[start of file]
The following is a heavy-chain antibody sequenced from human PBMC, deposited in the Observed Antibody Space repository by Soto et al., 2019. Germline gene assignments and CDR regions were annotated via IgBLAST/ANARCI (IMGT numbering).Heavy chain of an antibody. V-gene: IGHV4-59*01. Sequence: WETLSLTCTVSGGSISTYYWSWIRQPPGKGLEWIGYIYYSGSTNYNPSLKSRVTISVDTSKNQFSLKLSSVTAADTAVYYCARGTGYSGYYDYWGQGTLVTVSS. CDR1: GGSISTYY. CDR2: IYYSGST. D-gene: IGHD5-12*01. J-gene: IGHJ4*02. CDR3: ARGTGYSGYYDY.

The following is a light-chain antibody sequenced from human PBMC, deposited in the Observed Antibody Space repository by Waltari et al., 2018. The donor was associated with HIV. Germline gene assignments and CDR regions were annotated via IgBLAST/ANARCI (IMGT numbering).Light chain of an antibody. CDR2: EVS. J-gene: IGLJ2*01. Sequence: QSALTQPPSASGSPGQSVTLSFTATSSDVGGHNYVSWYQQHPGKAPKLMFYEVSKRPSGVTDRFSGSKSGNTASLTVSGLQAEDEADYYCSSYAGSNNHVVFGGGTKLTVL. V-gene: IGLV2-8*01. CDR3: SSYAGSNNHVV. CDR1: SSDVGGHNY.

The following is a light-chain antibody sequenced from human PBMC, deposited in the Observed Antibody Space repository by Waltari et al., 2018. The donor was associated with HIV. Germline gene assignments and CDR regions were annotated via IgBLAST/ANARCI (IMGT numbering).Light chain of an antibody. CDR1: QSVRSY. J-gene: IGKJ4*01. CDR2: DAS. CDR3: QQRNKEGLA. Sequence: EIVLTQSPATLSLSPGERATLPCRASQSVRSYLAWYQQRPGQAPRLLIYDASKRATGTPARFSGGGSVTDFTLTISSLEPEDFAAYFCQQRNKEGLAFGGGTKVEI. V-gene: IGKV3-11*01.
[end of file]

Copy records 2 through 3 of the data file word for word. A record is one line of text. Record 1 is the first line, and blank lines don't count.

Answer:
The following is a light-chain antibody sequenced from human PBMC, deposited in the Observed Antibody Space repository by Waltari et al., 2018. The donor was associated with HIV. Germline gene assignments and CDR regions were annotated via IgBLAST/ANARCI (IMGT numbering).Light chain of an antibody. CDR2: EVS. J-gene: IGLJ2*01. Sequence: QSALTQPPSASGSPGQSVTLSFTATSSDVGGHNYVSWYQQHPGKAPKLMFYEVSKRPSGVTDRFSGSKSGNTASLTVSGLQAEDEADYYCSSYAGSNNHVVFGGGTKLTVL. V-gene: IGLV2-8*01. CDR3: SSYAGSNNHVV. CDR1: SSDVGGHNY.

The following is a light-chain antibody sequenced from human PBMC, deposited in the Observed Antibody Space repository by Waltari et al., 2018. The donor was associated with HIV. Germline gene assignments and CDR regions were annotated via IgBLAST/ANARCI (IMGT numbering).Light chain of an antibody. CDR1: QSVRSY. J-gene: IGKJ4*01. CDR2: DAS. CDR3: QQRNKEGLA. Sequence: EIVLTQSPATLSLSPGERATLPCRASQSVRSYLAWYQQRPGQAPRLLIYDASKRATGTPARFSGGGSVTDFTLTISSLEPEDFAAYFCQQRNKEGLAFGGGTKVEI. V-gene: IGKV3-11*01.